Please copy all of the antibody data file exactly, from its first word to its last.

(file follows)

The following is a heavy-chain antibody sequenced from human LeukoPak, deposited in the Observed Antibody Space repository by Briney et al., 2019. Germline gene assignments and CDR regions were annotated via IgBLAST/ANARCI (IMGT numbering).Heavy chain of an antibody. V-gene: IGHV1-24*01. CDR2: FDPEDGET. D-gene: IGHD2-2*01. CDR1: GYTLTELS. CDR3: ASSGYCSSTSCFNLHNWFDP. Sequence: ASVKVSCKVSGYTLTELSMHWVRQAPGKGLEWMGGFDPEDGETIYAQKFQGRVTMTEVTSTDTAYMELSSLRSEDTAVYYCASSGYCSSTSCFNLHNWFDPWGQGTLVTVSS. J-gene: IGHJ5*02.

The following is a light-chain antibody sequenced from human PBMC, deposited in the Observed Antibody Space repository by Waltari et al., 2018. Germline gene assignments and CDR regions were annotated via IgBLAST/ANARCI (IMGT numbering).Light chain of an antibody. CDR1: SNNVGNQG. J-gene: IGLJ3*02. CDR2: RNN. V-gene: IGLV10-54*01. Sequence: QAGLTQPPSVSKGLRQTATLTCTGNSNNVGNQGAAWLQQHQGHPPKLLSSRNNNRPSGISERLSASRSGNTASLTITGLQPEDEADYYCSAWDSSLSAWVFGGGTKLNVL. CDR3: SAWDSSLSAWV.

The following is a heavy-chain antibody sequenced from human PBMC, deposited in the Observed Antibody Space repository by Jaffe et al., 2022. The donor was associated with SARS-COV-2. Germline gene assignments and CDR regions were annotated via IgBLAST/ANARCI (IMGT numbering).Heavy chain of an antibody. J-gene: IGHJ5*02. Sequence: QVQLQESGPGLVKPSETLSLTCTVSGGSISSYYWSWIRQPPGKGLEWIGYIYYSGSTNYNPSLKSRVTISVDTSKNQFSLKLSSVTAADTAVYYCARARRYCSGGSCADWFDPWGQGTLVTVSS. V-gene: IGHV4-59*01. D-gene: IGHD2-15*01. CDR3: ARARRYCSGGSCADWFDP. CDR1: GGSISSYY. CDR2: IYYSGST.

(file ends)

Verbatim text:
The following is a heavy-chain antibody sequenced from human LeukoPak, deposited in the Observed Antibody Space repository by Briney et al., 2019. Germline gene assignments and CDR regions were annotated via IgBLAST/ANARCI (IMGT numbering).Heavy chain of an antibody. V-gene: IGHV1-24*01. CDR2: FDPEDGET. D-gene: IGHD2-2*01. CDR1: GYTLTELS. CDR3: ASSGYCSSTSCFNLHNWFDP. Sequence: ASVKVSCKVSGYTLTELSMHWVRQAPGKGLEWMGGFDPEDGETIYAQKFQGRVTMTEVTSTDTAYMELSSLRSEDTAVYYCASSGYCSSTSCFNLHNWFDPWGQGTLVTVSS. J-gene: IGHJ5*02.

The following is a light-chain antibody sequenced from human PBMC, deposited in the Observed Antibody Space repository by Waltari et al., 2018. Germline gene assignments and CDR regions were annotated via IgBLAST/ANARCI (IMGT numbering).Light chain of an antibody. CDR1: SNNVGNQG. J-gene: IGLJ3*02. CDR2: RNN. V-gene: IGLV10-54*01. Sequence: QAGLTQPPSVSKGLRQTATLTCTGNSNNVGNQGAAWLQQHQGHPPKLLSSRNNNRPSGISERLSASRSGNTASLTITGLQPEDEADYYCSAWDSSLSAWVFGGGTKLNVL. CDR3: SAWDSSLSAWV.

The following is a heavy-chain antibody sequenced from human PBMC, deposited in the Observed Antibody Space repository by Jaffe et al., 2022. The donor was associated with SARS-COV-2. Germline gene assignments and CDR regions were annotated via IgBLAST/ANARCI (IMGT numbering).Heavy chain of an antibody. J-gene: IGHJ5*02. Sequence: QVQLQESGPGLVKPSETLSLTCTVSGGSISSYYWSWIRQPPGKGLEWIGYIYYSGSTNYNPSLKSRVTISVDTSKNQFSLKLSSVTAADTAVYYCARARRYCSGGSCADWFDPWGQGTLVTVSS. V-gene: IGHV4-59*01. D-gene: IGHD2-15*01. CDR3: ARARRYCSGGSCADWFDP. CDR1: GGSISSYY. CDR2: IYYSGST.